The biggest story in the NFL right now is what's going on with the Cowboys and Dak Prescott's contract negotiations. Reports indicate he wants a four-year deal and they want a five-year deal. Common sense suggests he should take the extra year and the extra money that comes with it. Common sense, however, is woefully uninformed in this case.
In March, while most of our collective attention was focused on the developing coronavirus pandemic sweeping the country, the NFLPA and NFL agreed to a new 10-year collective bargaining agreement. A big reason it was ratified by the NFLPA was the players are now guaranteed 48 percent of league revenue, up one percent from the previous deal. That can increase to 48.5 percent if/when a 17-game season begins (expected in 2021) and a media kicker applies. The NFL estimates players will receive an additional $5 billion over the course of the deal.
Where, pray tell, will they get that extra money? From the additional television revenue that will be generated with new deals to be struck over the next few years.
ESPN's deal with the NFL to broadcast Monday Night Football expires in 2021. CBS, FOX and NBC's deals to broadcast Sunday games expires in 2022. So does Direct TV's deal to distribute the NFL Sunday Ticket package. Fox also pays $660 million per year for the Thursday night package, with that deal expiring in 2023. All told, those deals account for over $6 billion in yearly revenue for the league.
Because the new CBA includes a potential 17-game schedule and additional playoff games, plus the fact that the NFL has established itself as the largest viewership driver in live TV (which equates to higher advertising deals) the expectation is the cost to broadcast NFL games will substantially increase when the new deals are reached. According to Alex Sherman of CNBC, CBS and FOX may need to pay $2 billion per year and ESPN may need to pay $3 billion. That story was written pre-corona, and it seems likely the pandemic will negatively impact those figures. But it's clear players and their agents don't think so, or at least that it won't be substantial, based on various contract negotiations from this year.
Because the yearly salary cap increases based on how much the league makes in a given year, and because broadcast rights account for a large part of total revenue, there is expected to be a large spike in the salary cap after the 2022 season. It's impossible to project how much right now because those deals are still being discussed (privately). Yet, that's just what agents for players are trying to do: they're projecting how much the salary cap will be three years from now and negotiating accordingly so their player doesn't feel underpaid when that spike happens.
For agents of elite players, who command more of the salary cap, it's a much more complex issue. It's also the reason players like Prescott are reluctant to sign long-term deals. Get the money based on the current salary cap, and then get a piece of the new, increased salary cap as soon as possible.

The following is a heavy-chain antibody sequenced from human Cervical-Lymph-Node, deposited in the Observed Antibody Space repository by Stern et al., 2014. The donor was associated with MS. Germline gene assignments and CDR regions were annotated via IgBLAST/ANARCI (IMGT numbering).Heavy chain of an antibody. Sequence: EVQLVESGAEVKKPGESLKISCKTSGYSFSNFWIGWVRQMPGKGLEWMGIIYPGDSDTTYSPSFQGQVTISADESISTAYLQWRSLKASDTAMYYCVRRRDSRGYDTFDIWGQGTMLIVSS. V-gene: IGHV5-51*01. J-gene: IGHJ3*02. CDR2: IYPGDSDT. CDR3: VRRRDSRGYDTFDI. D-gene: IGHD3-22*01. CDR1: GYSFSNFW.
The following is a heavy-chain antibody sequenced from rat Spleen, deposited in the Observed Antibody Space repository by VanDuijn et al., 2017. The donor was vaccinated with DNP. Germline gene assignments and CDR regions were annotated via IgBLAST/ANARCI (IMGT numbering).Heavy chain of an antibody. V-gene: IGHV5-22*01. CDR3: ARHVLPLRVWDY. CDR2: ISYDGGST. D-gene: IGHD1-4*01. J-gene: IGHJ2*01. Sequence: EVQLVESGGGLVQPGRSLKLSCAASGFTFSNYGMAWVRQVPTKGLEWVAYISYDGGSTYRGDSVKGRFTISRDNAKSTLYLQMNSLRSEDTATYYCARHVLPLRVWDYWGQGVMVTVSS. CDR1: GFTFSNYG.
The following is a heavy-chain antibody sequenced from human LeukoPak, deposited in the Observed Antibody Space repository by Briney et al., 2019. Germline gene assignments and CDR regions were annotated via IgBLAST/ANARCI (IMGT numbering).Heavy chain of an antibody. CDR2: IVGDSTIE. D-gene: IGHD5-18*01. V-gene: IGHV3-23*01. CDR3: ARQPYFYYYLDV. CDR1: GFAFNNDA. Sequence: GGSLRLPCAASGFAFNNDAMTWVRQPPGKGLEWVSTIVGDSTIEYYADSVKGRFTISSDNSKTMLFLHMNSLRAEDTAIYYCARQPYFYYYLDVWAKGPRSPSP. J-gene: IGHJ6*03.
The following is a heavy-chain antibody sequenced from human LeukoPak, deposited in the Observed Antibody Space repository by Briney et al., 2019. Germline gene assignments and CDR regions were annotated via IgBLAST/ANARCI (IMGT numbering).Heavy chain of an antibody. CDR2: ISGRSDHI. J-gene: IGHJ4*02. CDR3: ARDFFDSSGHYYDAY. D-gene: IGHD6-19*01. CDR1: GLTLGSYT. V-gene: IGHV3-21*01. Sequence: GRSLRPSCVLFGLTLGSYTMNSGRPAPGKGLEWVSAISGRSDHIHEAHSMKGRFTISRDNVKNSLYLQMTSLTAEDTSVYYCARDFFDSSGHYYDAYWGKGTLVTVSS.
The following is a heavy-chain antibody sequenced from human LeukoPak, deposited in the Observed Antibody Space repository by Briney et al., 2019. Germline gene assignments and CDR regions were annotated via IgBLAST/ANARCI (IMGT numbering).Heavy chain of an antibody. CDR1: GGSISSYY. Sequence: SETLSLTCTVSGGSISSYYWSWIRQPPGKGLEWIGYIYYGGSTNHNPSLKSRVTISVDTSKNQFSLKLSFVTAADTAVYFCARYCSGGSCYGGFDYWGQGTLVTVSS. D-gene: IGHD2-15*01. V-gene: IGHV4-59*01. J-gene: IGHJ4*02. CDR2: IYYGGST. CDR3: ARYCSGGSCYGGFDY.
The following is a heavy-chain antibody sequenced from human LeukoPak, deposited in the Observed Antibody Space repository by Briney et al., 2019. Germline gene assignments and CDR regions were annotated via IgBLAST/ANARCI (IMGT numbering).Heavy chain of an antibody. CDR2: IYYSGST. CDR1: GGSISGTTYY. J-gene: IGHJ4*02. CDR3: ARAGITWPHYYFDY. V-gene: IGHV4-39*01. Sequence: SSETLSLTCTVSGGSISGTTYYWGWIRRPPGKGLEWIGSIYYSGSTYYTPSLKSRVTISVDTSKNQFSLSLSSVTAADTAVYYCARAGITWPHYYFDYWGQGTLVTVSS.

Right now, the five highest-paid quarterbacks in the league account for between 17-18.9 percent of their team's respective cap sheets. If Prescott were to accept a deal based on the current salary cap that runs through 2025, he would make significantly less money in years 4-5 than he could if he signed a new contract in 2024. Of course, it's a little bit of a risk because Prescott could get hurt or regress, thus resulting in a lower deal after this one is completed. But players tend to bet on themselves, and Prescott and his agent are doing that now while also betting on the fact that the salary cap will grow astronomically in three years.
Pescott isn't the only one looking short-term. Laremy Tunsil just signed a three-year, $66 million deal. He's one of the best tackles in the NFL and likely could have gotten more if he wanted. He chose the shorter deal for a reason, and he did all that without an agent.
Overall in 2020, only 11 free agents signed for four years or more. In 2019, 30 signed for four years or more.
Future premium free agents like Joey Bosa, George Kittle, Chris Godwin and Jalen Ramsey could be looking at the same thing if the TV rights deals aren't finalized before the 2021 offseason. They'll likely want short-term deals anyway because it will give their agents more clarity when they go to the negotiating table again in 2023 or 2024.
This is what happens when TV rights deals come to an end and a new collective bargaining agreement is signed. The lack of clarity makes it harder for elite players to agree to new contracts because it's harder to predict how exactly to maximize their earning potential. Once the broadcast deals are agreed to, the haze will dissipate and long-term deals will be easier to sign. Until then, expect stars to want short-term deals and teams to want long-term deals, even though common sense would suggest otherwise.